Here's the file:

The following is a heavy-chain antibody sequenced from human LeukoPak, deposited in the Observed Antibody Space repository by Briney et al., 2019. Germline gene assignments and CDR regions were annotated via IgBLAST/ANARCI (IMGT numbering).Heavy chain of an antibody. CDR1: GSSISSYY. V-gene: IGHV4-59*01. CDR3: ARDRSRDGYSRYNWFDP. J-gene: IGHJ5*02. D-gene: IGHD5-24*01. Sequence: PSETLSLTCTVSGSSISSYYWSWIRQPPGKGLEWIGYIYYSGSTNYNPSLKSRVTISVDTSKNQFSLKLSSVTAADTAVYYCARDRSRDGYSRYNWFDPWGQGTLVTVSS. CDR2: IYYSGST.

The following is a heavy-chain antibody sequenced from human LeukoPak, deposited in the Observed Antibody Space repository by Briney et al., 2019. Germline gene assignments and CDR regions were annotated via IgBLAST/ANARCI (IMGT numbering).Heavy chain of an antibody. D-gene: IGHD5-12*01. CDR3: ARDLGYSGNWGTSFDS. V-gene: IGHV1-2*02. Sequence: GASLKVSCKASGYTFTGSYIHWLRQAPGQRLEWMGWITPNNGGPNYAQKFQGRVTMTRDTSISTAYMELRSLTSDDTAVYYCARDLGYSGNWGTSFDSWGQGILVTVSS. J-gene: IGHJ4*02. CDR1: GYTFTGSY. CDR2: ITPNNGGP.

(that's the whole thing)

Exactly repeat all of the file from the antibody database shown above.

The following is a heavy-chain antibody sequenced from human LeukoPak, deposited in the Observed Antibody Space repository by Briney et al., 2019. Germline gene assignments and CDR regions were annotated via IgBLAST/ANARCI (IMGT numbering).Heavy chain of an antibody. CDR1: GSSISSYY. V-gene: IGHV4-59*01. CDR3: ARDRSRDGYSRYNWFDP. J-gene: IGHJ5*02. D-gene: IGHD5-24*01. Sequence: PSETLSLTCTVSGSSISSYYWSWIRQPPGKGLEWIGYIYYSGSTNYNPSLKSRVTISVDTSKNQFSLKLSSVTAADTAVYYCARDRSRDGYSRYNWFDPWGQGTLVTVSS. CDR2: IYYSGST.

The following is a heavy-chain antibody sequenced from human LeukoPak, deposited in the Observed Antibody Space repository by Briney et al., 2019. Germline gene assignments and CDR regions were annotated via IgBLAST/ANARCI (IMGT numbering).Heavy chain of an antibody. D-gene: IGHD5-12*01. CDR3: ARDLGYSGNWGTSFDS. V-gene: IGHV1-2*02. Sequence: GASLKVSCKASGYTFTGSYIHWLRQAPGQRLEWMGWITPNNGGPNYAQKFQGRVTMTRDTSISTAYMELRSLTSDDTAVYYCARDLGYSGNWGTSFDSWGQGILVTVSS. J-gene: IGHJ4*02. CDR1: GYTFTGSY. CDR2: ITPNNGGP.